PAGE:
What price security?
Kris Sims, the Canadian Taxpayers’ Federation’s B.C. director, said there is also a major gap in the alleged business plan: security costs, beyond local traffic police.
British Columbians also don’t forget that it cost $900 million for an RCMP-led security blanket over the 2010 Games. There was no terrorism, but there was vandalism, protests that snarled traffic and a Latvian crime ring that bought $2 million worth of tickets with stolen credit card numbers.
“We all want to be safe, but trying to leave that out of your actual tally of how much you’re going to cost taxpayers is disingenuous,” Sims said. “Taxpayers should know how much that’s going to cost.”
Sims said major sports events should be built and operated only with private money. If not, taxpayers deserve the final say over how their money is spent. She also said mega-events tend to have fluid budgets, that always increase, and organizers that always try to claim they are under budget by moving the goalposts.
“Keep in mind what a billion dollars could pay for,” Sims said. “You could do many things, you could spend it more wisely, you could actually reduce your deficit, or you could cut taxes. Everybody needs to keep in mind this is not ‘government money,’ this is your money, my money and your neighbour’s money.”
The business plan says organizers want to integrate the Victoria Aboriginal Cultural Festival into the Games festival, complete with a lacrosse exhibition. There would also be an International Pride House, for lesbian, gay, bisexual and transgender athletes and supporters.
Such inclusivity is hardly a consolation for Chris Shaw. The neuroscientist was the leader of the No Games 2010 coalition and now lives in Victoria. He calls the Commonwealth Games bid premature and warns bidders to expect opposition every step of the way.
“So in this time of wildfires and other urgent needs, David Black thinks taking 400 mill [from B.C. taxpayers] for Games and fluff is a good idea?” Shaw asked.
Shaw said that by including Vancouver’s B.C. Place Stadium for rugby sevens and the Richmond Olympic Oval for table tennis and badminton, the anticipated $400 million federal contribution would have to double to pay for securing both sides of the Salish Sea. Shaw calls the $130 million estimate for TV rights and ticket sales revenue “fantasy.”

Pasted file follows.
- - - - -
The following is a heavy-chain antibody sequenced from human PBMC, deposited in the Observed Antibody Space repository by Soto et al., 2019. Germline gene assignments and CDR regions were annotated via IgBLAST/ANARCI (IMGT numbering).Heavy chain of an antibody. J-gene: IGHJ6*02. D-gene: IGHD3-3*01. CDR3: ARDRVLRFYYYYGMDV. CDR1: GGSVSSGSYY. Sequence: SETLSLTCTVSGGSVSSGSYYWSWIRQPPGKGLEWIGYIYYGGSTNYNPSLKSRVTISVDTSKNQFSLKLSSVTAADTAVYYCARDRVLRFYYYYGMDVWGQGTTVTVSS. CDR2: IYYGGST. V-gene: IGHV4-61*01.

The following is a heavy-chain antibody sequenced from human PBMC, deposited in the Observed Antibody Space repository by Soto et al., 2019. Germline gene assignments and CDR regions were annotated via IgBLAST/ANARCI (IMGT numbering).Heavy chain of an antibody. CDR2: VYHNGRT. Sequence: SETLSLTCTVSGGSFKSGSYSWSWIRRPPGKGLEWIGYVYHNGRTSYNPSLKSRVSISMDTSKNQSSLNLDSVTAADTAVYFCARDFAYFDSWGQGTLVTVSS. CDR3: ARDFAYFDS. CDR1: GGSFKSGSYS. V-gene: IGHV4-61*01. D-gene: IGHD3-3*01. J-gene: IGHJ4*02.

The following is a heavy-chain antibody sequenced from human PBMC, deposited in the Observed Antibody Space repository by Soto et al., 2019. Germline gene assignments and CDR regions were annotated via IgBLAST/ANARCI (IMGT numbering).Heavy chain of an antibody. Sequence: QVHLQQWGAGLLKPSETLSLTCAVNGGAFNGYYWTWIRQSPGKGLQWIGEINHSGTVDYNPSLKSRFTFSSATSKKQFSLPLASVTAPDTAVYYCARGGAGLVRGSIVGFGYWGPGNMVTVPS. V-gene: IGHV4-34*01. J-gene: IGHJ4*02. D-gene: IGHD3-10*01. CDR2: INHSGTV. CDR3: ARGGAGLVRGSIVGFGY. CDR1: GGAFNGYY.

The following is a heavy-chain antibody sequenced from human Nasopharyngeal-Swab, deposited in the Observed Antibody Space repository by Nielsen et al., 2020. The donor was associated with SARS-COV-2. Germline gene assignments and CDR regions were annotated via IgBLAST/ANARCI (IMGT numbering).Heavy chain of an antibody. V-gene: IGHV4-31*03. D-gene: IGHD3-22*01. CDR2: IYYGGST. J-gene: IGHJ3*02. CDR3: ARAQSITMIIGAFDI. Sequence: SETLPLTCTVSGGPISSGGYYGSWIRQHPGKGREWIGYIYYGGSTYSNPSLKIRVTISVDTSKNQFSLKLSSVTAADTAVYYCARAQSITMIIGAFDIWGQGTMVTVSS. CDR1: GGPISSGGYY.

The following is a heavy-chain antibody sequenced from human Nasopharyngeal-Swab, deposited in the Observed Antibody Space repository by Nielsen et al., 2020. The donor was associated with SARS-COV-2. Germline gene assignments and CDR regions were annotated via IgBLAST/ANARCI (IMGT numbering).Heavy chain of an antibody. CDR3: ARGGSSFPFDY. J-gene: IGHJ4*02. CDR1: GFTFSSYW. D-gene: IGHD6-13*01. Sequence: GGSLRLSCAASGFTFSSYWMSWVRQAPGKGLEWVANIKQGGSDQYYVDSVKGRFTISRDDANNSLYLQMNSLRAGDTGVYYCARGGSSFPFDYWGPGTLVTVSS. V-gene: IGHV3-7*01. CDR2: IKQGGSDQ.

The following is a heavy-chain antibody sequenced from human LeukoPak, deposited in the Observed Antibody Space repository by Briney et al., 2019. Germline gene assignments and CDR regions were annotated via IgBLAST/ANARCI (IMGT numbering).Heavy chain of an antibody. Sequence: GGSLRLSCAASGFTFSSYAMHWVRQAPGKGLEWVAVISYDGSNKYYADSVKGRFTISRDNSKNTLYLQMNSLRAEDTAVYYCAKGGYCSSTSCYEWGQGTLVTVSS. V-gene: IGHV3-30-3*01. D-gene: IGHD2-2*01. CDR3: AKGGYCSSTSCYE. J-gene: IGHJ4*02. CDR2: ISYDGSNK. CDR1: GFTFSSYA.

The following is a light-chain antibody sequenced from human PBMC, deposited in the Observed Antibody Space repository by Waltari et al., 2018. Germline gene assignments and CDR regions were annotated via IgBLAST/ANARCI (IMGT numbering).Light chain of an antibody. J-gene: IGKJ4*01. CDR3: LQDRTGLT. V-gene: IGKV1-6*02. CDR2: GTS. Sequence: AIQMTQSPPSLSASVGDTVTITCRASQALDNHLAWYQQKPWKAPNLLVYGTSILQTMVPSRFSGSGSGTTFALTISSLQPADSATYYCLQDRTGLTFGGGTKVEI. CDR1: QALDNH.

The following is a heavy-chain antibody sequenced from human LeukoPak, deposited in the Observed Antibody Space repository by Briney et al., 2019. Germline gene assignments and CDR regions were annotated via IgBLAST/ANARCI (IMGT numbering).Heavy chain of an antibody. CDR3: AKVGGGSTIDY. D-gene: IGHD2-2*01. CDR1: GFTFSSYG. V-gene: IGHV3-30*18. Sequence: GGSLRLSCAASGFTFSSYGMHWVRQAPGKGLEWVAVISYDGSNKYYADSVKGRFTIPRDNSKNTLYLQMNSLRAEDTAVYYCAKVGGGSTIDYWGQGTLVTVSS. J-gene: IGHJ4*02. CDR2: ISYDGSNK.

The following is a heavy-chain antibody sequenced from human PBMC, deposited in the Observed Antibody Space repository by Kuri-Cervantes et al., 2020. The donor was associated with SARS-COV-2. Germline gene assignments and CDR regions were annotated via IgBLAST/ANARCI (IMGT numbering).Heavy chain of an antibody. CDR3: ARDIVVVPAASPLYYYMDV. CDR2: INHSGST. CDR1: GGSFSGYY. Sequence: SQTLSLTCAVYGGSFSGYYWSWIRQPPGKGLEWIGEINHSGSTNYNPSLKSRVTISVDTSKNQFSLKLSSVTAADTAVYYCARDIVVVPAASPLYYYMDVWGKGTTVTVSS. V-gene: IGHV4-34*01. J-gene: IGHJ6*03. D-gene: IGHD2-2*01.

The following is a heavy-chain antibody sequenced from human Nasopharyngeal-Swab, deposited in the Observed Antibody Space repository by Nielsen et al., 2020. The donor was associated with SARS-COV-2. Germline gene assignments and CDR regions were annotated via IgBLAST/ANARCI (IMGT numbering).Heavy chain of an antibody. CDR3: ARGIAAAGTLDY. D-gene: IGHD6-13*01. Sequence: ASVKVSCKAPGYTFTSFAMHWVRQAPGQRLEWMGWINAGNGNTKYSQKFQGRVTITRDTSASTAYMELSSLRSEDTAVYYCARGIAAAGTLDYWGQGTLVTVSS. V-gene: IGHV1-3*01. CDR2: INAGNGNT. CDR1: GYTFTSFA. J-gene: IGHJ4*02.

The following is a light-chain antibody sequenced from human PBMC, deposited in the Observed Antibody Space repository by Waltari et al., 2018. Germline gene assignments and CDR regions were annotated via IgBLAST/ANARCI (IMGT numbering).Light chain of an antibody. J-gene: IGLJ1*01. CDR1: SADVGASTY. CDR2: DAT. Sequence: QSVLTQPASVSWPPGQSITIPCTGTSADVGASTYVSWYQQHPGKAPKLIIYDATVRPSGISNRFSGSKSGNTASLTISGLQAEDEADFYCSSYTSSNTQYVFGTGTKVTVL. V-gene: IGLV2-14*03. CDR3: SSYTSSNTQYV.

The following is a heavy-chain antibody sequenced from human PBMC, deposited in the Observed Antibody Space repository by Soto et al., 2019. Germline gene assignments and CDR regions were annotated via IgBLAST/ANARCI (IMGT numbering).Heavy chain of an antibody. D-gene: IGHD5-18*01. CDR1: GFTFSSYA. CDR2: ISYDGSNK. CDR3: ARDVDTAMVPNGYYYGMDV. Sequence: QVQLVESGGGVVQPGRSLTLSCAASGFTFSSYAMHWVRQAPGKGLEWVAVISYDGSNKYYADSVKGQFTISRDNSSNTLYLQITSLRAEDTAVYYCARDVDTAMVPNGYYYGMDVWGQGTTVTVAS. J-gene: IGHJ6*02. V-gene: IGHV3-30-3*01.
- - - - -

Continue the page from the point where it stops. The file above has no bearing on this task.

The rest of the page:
“One has to wade through 13 pages of kittens and rainbows fluff to find the core. The budget is so pathetic it makes the 2010 Bid Corp look completely professional — and this is hard for me to say,” Shaw said.
Politicians who will say yea or nay to the 2022 bid are on the fence.
CBC reported Aug. 15 that B.C. Finance Minister Carole James was “very cautious” because very few details had been provided by bidders.
“The fact [is] that the decision has to be made very shortly and there’s still not a thorough business case that has come forward,” James said.
Federal sport minister Carla Qualtrough told theBreaker on Aug. 1 that Ottawa was waiting for a formal proposal. She said Hamilton was already considering a bid for the 2030 Commonwealth Games, to celebrate a century since hosting the first edition in 1930. Canada is part of a joint bid for the 2026 FIFA World Cup with the U.S. and Mexico, and Calgary is studying a bid for the 2026 Winter Olympics.
“We have to factor in all the other things going on in sport and other requests that might come to the federal government,” Qualtrough said. “We have to look at where this all fits on on the broader national agenda for sport hosting.
“These things become expensive very quickly and the kind of expectations that an international federation, Games organization would have on any community, so we’ve got to be mindful of all of that.”